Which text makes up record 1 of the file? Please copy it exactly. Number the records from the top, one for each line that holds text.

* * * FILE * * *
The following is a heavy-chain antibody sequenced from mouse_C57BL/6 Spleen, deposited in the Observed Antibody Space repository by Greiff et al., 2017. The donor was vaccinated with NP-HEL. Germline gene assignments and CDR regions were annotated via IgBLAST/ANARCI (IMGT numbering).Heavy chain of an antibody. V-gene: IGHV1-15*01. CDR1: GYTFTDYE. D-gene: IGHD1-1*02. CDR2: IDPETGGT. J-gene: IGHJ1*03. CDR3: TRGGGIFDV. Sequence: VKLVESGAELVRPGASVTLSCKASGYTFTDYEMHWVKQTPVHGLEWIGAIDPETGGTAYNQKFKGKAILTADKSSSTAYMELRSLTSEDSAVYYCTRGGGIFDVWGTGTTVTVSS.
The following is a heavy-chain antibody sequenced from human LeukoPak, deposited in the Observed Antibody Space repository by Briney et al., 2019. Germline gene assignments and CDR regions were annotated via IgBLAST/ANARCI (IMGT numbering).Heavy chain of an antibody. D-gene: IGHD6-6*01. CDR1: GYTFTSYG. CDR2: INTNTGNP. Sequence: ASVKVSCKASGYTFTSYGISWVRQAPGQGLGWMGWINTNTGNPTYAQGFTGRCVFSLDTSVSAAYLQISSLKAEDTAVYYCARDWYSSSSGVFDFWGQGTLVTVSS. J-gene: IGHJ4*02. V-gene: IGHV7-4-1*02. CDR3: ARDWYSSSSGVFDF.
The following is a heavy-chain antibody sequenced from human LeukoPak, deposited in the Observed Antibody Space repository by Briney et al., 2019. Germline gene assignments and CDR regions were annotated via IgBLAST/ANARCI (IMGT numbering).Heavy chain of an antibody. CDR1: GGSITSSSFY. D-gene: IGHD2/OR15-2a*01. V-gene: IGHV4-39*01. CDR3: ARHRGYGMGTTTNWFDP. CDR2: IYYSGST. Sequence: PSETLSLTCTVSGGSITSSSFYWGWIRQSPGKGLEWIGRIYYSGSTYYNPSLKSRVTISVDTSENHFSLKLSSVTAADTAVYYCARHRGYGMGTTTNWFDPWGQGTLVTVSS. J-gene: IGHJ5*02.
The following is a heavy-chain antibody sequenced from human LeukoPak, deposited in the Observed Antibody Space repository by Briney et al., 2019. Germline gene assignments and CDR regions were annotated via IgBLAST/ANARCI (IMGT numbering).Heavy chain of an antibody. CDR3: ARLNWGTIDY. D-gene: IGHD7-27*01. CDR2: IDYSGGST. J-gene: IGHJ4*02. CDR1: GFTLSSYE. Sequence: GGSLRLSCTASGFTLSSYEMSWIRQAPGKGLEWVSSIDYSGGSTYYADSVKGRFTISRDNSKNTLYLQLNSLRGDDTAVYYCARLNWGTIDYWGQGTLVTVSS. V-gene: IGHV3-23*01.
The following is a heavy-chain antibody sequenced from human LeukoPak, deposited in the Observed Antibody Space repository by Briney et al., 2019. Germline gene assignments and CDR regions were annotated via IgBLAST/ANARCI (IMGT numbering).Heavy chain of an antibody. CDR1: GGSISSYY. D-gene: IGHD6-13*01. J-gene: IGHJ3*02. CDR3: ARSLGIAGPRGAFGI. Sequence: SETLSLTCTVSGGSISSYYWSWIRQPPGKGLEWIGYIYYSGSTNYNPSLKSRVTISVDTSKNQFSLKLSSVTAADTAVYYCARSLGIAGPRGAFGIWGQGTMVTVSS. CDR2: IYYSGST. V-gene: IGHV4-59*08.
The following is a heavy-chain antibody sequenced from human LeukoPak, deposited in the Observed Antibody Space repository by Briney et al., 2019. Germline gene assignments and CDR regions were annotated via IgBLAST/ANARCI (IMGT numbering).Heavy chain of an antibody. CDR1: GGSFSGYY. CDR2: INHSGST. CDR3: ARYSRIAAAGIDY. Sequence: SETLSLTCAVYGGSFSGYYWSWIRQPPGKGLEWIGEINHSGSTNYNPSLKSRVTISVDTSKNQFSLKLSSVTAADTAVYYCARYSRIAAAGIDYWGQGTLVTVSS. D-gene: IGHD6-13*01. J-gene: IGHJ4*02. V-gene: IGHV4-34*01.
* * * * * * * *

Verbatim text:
The following is a heavy-chain antibody sequenced from mouse_C57BL/6 Spleen, deposited in the Observed Antibody Space repository by Greiff et al., 2017. The donor was vaccinated with NP-HEL. Germline gene assignments and CDR regions were annotated via IgBLAST/ANARCI (IMGT numbering).Heavy chain of an antibody. V-gene: IGHV1-15*01. CDR1: GYTFTDYE. D-gene: IGHD1-1*02. CDR2: IDPETGGT. J-gene: IGHJ1*03. CDR3: TRGGGIFDV. Sequence: VKLVESGAELVRPGASVTLSCKASGYTFTDYEMHWVKQTPVHGLEWIGAIDPETGGTAYNQKFKGKAILTADKSSSTAYMELRSLTSEDSAVYYCTRGGGIFDVWGTGTTVTVSS.